Example 16.22. JndiUserAndPassLoginModule Custom Login Module

package org.jboss.book.security.ex2;
                    
import java.security.acl.Group;
import java.util.Map;
import javax.naming.InitialContext;
import javax.naming.NamingException;
import javax.security.auth.Subject;
import javax.security.auth.callback.CallbackHandler;
import javax.security.auth.login.LoginException;
import org.jboss.logging.Logger;
import org.jboss.security.SimpleGroup;
import org.jboss.security.SimplePrincipal;
import org.jboss.security.auth.spi.UsernamePasswordLoginModule;
/**
 * An example custom login module that obtains passwords and roles for a user from a JNDI lookup.
 * 
 * @author Scott.Stark@jboss.org
 */
public class JndiUserAndPassLoginModule extends UsernamePasswordLoginModule {
  /** The JNDI name to the context that handles the password/username lookup */
  private String userPathPrefix;
  /** The JNDI name to the context that handles the roles/username lookup */
  private String rolesPathPrefix;
  private static Logger log = Logger.getLogger(JndiUserAndPassLoginModule.class);
  /**
   * Override to obtain the userPathPrefix and rolesPathPrefix options.
   */
  @Override
  public void initialize(Subject subject, CallbackHandler callbackHandler, Map sharedState, Map options) {
    super.initialize(subject, callbackHandler, sharedState, options);
    userPathPrefix = (String) options.get("userPathPrefix");
    rolesPathPrefix = (String) options.get("rolesPathPrefix");
  }
  /**
   * Get the roles the current user belongs to by querying the rolesPathPrefix + '/' + super.getUsername() JNDI location.
   */
  @Override
  protected Group[] getRoleSets() throws LoginException {
    try {
      InitialContext ctx = new InitialContext();
      String rolesPath = rolesPathPrefix + '/' + super.getUsername();
      String[] roles = (String[]) ctx.lookup(rolesPath);
      Group[] groups = { new SimpleGroup("Roles") };
      log.info("Getting roles for user=" + super.getUsername());
      for (int r = 0; r < roles.length; r++) {
        SimplePrincipal role = new SimplePrincipal(roles[r]);
        log.info("Found role=" + roles[r]);
        groups[0].addMember(role);
      }
      return groups;
    } catch (NamingException e) {
      log.error("Failed to obtain groups for user=" + super.getUsername(), e);
      throw new LoginException(e.toString(true));
    }
  }
  /**
   * Get the password of the current user by querying the userPathPrefix + '/' + super.getUsername() JNDI location.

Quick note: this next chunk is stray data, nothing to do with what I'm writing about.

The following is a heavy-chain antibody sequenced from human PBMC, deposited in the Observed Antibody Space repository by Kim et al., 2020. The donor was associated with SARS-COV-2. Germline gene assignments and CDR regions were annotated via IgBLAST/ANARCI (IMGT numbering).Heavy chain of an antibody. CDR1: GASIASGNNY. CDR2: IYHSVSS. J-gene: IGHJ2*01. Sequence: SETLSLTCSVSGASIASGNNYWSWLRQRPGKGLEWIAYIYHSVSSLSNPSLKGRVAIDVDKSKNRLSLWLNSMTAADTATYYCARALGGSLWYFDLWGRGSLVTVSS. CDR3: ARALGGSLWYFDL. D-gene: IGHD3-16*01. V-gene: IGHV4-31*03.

*/
  @Override
  protected String getUsersPassword() throws LoginException {
    try {
      InitialContext ctx = new InitialContext();
      String userPath = userPathPrefix + '/' + super.getUsername();
      log.info("Getting password for user=" + super.getUsername());
      String passwd = (String) ctx.lookup(userPath);
      log.info("Found password=" + passwd);
      return passwd;
    } catch (NamingException e) {
      log.error("Failed to obtain password for user=" + super.getUsername(), e);
      throw new LoginException(e.toString(true));
    }
  }
}

Example 16.23. Definition of security-ex2 security domain with the newly-created custom login module

/subsystem=security/security-domain=security-ex2/:add
/subsystem=security/security-domain=security-ex2/authentication=classic:add
/subsystem=security/security-domain=security-ex2/authentication=classic/login-module=ex2/:add(\
flag=required,\
code=org.jboss.book.security.ex2.JndiUserAndPassLoginModule,\
module-options=[("userPathPrefix"=>"/security/store/password"),\
("rolesPathPrefix"=>"/security/store/roles")]\
)

The choice of using the JndiUserAndPassLoginModule custom login module for the server side authentication of the user is determined by the login configuration for the example security domain. The EJB JAR META-INF/jboss-ejb3.xml descriptor sets the security domain. For a web application it is part of the WEB-INF/jboss-web.xml file.

Example 16.24. jboss-ejb3.xml Example

<?xml version="1.0"?>
<jboss:ejb-jar xmlns:jboss="http://www.jboss.com/xml/ns/javaee" xmlns="http://java.sun.com/xml/ns/javaee" xmlns:s="urn:security" version="3.1" impl-version="2.0">
  <assembly-descriptor>
    <s:security>
      <ejb-name>*</ejb-name>
      <s:security-domain>security-ex2</s:security-domain>
    </s:security>
  </assembly-descriptor>
</jboss:ejb-jar>

Example 16.25. jboss-web.xml example

<?xml version="1.0"?>
<jboss-web>
    <security-domain>security-ex2</security-domain>
</jboss-web>

Chapter 17. Role-Based Security in Applications

17.1. Java Authentication and Authorization Service (JAAS)

Java Authentication and Authorization Service (JAAS) is a security API which consists of a set of Java packages designed for user authentication and authorization. The API is a Java implementation of the standard Pluggable Authentication Modules (PAM) framework. It extends the Java Enterprise Edition access control architecture to support user-based authorization.
In JBoss EAP 6, JAAS only provides declarative role-based security. For more information about declarative security, refer to Section 10.2, “Declarative Security”.
JAAS is independent of any underlying auth